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Yep, the Falcon set is good in 1/48 though, and if you only want the Meteor canopy off it then I'm sure the rest will sell on easily in the Sales and Wants section - there's a lot of useful stuff there for most RAF 1/48 modellers.

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Squadron repackaged a lot of the Falcon vac canopies individually. I know they have had the Meteor in 1/72, but since I don't do 1/48, have never checked what might be available. Perhaps worth a look?

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On ‎21‎/‎04‎/‎2018 at 10:13, Seahawk said:

It allows you to do both but doesn't explain that fact.  See post 25 in this thread:

 

http://www.britmodeller.com/forums/index.php?/topic/69118-mpm-72567-gloster-meteor-fmki/&

 

For the "short tailpipes" you just leave off the longer tailpipes provided in the kit, leaving a tailpipe ending pretty much flush with the end of the nacelle.

 

 

 

Hello chaps,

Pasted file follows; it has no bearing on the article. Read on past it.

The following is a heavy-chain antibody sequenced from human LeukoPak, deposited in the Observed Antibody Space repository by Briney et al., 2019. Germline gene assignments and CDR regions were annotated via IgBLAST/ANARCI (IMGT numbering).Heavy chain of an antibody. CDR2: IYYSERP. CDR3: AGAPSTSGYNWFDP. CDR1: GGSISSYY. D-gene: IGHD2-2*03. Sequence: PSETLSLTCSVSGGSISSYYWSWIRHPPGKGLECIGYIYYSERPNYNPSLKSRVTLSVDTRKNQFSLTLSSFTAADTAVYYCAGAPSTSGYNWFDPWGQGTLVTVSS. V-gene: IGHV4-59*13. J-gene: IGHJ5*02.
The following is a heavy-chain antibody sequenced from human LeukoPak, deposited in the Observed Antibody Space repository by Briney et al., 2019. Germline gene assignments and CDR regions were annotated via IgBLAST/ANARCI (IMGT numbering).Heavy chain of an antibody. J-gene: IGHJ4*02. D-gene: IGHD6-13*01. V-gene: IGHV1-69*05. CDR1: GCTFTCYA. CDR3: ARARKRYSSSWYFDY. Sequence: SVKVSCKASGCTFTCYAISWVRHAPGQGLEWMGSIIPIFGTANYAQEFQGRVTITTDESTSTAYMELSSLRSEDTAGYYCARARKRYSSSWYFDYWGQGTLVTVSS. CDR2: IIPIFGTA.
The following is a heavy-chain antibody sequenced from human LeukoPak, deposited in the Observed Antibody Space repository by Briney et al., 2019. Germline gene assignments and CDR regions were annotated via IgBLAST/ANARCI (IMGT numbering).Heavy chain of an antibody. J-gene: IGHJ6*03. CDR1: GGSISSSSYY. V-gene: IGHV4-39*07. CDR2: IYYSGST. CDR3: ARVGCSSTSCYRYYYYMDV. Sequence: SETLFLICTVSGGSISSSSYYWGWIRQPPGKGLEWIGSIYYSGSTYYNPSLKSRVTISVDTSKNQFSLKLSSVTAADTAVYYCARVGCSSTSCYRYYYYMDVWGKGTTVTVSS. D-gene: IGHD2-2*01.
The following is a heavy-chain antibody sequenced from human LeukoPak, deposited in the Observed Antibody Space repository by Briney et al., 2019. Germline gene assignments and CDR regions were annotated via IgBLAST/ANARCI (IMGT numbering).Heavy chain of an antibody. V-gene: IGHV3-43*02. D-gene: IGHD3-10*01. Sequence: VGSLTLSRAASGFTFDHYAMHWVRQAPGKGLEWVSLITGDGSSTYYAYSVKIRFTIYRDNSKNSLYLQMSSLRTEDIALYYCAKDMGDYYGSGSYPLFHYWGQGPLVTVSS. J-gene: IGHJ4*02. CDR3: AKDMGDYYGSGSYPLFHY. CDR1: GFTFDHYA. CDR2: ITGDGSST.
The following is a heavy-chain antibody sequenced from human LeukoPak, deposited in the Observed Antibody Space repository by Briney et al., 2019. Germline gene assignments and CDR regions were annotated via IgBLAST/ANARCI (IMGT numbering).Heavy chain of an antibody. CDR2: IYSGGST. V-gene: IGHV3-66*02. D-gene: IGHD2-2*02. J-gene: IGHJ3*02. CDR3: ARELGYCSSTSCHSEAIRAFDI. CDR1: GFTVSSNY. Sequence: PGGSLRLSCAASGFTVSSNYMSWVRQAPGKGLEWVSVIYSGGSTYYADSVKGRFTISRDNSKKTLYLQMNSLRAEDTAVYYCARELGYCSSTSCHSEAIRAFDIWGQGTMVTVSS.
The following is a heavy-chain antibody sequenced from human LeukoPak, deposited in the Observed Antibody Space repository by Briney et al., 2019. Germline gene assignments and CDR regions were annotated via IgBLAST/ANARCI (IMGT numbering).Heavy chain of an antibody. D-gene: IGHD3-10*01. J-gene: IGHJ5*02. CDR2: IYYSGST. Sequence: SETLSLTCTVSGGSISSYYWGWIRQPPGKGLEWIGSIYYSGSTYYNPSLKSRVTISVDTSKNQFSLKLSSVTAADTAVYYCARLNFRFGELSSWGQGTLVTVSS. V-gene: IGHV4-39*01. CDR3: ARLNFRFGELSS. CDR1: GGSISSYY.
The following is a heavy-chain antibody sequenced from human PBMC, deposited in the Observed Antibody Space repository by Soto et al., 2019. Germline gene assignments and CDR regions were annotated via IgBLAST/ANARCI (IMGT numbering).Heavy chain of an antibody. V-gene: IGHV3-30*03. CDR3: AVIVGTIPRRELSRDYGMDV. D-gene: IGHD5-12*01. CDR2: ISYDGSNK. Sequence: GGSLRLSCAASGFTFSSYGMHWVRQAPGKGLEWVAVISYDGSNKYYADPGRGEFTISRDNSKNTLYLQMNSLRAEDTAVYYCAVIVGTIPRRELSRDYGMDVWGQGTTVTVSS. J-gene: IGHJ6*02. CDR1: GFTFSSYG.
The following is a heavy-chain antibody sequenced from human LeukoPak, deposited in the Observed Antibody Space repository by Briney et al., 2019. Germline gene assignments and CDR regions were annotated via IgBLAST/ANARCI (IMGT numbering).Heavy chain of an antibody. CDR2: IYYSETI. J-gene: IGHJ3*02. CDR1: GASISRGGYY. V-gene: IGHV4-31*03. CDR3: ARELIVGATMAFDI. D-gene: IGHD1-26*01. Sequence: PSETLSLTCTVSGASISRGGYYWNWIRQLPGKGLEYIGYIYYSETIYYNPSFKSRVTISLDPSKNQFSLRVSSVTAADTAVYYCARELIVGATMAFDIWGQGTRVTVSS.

I'll make a more comprehensive post later-on but there is another detail that identifies a Meteor with a Derwent 1 engine, rather than the length of the tailpipes.  There is a vent, seen only on Mk.IIIs on the nacelle at the 10 o'clock position, vewed head-on.  You can see it here and before anybody says it, the nearest aircraft is NOT a Mk.IV!

 

29575313148_870dfbc162_o.jpg

 

I went on a bit over this subject a few weeks ago here:

 

 

Kind regards,

 

Neil

 

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4 hours ago, neilfergylee said:

I'll make a more comprehensive post later-on but there is another detail that identifies a Meteor with a Derwent 1 engine, rather than the length of the tailpipes.  There is a vent, seen only on Mk.IIIs on the nacelle at the 10 o'clock position, vewed head-on.  

Precisely the point made in my post 25 of the thread you quoted!  This is all getting a little circular.